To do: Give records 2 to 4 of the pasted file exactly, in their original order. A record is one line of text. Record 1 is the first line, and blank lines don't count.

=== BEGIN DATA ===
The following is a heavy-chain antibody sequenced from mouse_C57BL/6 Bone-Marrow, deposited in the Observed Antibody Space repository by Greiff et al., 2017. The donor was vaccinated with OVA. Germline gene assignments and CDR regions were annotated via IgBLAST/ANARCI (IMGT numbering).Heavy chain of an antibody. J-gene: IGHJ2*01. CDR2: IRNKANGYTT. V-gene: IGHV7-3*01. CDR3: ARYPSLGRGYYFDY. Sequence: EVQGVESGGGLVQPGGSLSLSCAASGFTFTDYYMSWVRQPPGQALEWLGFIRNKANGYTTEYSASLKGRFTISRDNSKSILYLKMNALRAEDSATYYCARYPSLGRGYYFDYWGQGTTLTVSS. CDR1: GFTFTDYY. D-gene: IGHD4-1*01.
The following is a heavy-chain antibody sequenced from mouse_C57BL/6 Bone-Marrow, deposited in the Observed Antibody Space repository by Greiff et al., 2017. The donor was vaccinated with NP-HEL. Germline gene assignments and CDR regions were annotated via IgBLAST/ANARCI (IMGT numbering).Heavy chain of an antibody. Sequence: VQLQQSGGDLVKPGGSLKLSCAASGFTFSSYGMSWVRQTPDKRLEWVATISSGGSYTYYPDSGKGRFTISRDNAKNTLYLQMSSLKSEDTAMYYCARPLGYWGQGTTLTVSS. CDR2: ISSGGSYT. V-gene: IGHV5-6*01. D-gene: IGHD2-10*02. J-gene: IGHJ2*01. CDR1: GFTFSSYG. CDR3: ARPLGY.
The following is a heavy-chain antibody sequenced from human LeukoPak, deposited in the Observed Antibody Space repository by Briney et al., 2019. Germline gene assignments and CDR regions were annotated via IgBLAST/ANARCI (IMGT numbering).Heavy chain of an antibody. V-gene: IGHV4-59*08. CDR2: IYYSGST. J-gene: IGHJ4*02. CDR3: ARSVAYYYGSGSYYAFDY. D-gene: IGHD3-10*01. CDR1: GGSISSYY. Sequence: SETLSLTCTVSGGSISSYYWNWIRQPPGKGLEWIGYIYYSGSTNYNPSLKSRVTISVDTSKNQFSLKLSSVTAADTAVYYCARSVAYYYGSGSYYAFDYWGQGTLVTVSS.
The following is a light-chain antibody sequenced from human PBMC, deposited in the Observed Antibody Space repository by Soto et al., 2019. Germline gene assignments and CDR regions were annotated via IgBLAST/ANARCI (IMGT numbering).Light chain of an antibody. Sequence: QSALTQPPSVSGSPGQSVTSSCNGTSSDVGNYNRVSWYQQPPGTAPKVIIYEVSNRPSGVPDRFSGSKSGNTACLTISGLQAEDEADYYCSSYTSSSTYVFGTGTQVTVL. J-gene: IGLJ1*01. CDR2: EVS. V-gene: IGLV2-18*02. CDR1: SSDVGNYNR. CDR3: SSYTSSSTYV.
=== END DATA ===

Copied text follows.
The following is a heavy-chain antibody sequenced from mouse_C57BL/6 Bone-Marrow, deposited in the Observed Antibody Space repository by Greiff et al., 2017. The donor was vaccinated with NP-HEL. Germline gene assignments and CDR regions were annotated via IgBLAST/ANARCI (IMGT numbering).Heavy chain of an antibody. Sequence: VQLQQSGGDLVKPGGSLKLSCAASGFTFSSYGMSWVRQTPDKRLEWVATISSGGSYTYYPDSGKGRFTISRDNAKNTLYLQMSSLKSEDTAMYYCARPLGYWGQGTTLTVSS. CDR2: ISSGGSYT. V-gene: IGHV5-6*01. D-gene: IGHD2-10*02. J-gene: IGHJ2*01. CDR1: GFTFSSYG. CDR3: ARPLGY.
The following is a heavy-chain antibody sequenced from human LeukoPak, deposited in the Observed Antibody Space repository by Briney et al., 2019. Germline gene assignments and CDR regions were annotated via IgBLAST/ANARCI (IMGT numbering).Heavy chain of an antibody. V-gene: IGHV4-59*08. CDR2: IYYSGST. J-gene: IGHJ4*02. CDR3: ARSVAYYYGSGSYYAFDY. D-gene: IGHD3-10*01. CDR1: GGSISSYY. Sequence: SETLSLTCTVSGGSISSYYWNWIRQPPGKGLEWIGYIYYSGSTNYNPSLKSRVTISVDTSKNQFSLKLSSVTAADTAVYYCARSVAYYYGSGSYYAFDYWGQGTLVTVSS.
The following is a light-chain antibody sequenced from human PBMC, deposited in the Observed Antibody Space repository by Soto et al., 2019. Germline gene assignments and CDR regions were annotated via IgBLAST/ANARCI (IMGT numbering).Light chain of an antibody. Sequence: QSALTQPPSVSGSPGQSVTSSCNGTSSDVGNYNRVSWYQQPPGTAPKVIIYEVSNRPSGVPDRFSGSKSGNTACLTISGLQAEDEADYYCSSYTSSSTYVFGTGTQVTVL. J-gene: IGLJ1*01. CDR2: EVS. V-gene: IGLV2-18*02. CDR1: SSDVGNYNR. CDR3: SSYTSSSTYV.